It is one of the emblematic images of the Pinacoteca and perhaps the most widely reproduced Italian painting of the whole of the 19th century. It was created with the aim of symbolizing the love of the motherland and thirst for life on the part of the young nation that had emerged from the Second War of Independence and which now placed so many hopes in its new rulers. It proved an immediate and resounding success both for its patriotic values and for the medieval inspiration of the subject, typical of the Romantic taste of the time. The the public was enthusiastic about the daring kiss but also recognized the patriotic message enshrined in the colors: the red stockings, green lapel on the cloak and blue and white gown allude to the flags of Italy and France.” Brera Website
The Napoleon I statue by Canova stands in the center of the courtyard. The museum is nestled in a 17th century palace that was originally a Jesuit college.
Most of the artwork in the Brera is from Lombardy and the Venato. The building is also the home of the Accademia di Belle Arti and the Brera Library. The Pinacoteca di Brera has an outstanding collection of paintings, from ancient to modern. Pinacoteca is famous for its large canvases by Piero della Francesca, Giovanni Bellini, Mantegna, Raphael, Tintoretto, and Caravaggio. Also, its collection of 19th century paintings is small but full of important pieces by Francesco Hayez, Giovanni Fattori, Silvestro Lega, Giovanni Segantini, Giuseppe Pellizza da Volpedo and Medardo Rosso. The collection of modern art comes largely from the Jesi collection.
Much of the museum had to be rebuilt because it was devastated by World War II bombs. Magnificent works of art by Bellini, Montegna, Caravaggio and Raphael will tantalize your visual senses.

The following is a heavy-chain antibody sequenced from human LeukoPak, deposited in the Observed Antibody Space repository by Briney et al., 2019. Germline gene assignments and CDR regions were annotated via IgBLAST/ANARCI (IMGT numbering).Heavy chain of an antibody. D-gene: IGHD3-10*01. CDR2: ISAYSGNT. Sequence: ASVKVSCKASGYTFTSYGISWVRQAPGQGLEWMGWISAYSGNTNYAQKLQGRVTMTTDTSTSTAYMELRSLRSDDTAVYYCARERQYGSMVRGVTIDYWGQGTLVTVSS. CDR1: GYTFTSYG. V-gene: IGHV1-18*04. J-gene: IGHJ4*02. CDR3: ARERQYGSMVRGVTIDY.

The Marriage of the Virgin
Raffaello Sanzio (Raphael)
Supper at Emmaus
Caravaggio (Michelangelo Merisi)
Madonna and Child with Saints, Angels and Federico da Montefeltro (San Bernardino Altarpiece)
Piero della Francesca
Discovery of the Body of Saint Mark
Tintoretto (Jacopo Robusti)
This church is an outstanding example of Flamboyant Gothic architecture and measures 479 feet long by 284 feet wide. The massive Cathedral of Santa Maria Nascente, which the Milanese call just “Il Duomo” is among the world’s largest (it holds up to 40,000 people). It was begun in the 14th century, but its façade was not completed until the early 1800s, under Napoleon. The roof is topped by 135 delicately carved stone pinnacles and the exterior is decorated with 2,245 marble statues. The dim interior, in striking contrast to the brilliant and richly patterned exterior, makes a powerful impression with its 52 gigantic pillars. The stained-glass windows in the nave (mostly 15th-16th centuries) are the largest in the world; the earliest are in the south aisle.
Highlights include the seven-branched bronze candelabrum by Nicholas of Verdun (c. 1200) in the north transept, the 16th-century tomb of Gian Giacomo Medici, and the jeweled gold reliquary of San Carlo Borromeo in the octagonal Borromeo Chapel leading off the crypt.
The tomb of San Carlo Borromeo is in the crypt; he was the cardinal of Milan. Behind the high altar, the choir has deeply carved panels, and misericords under the seats.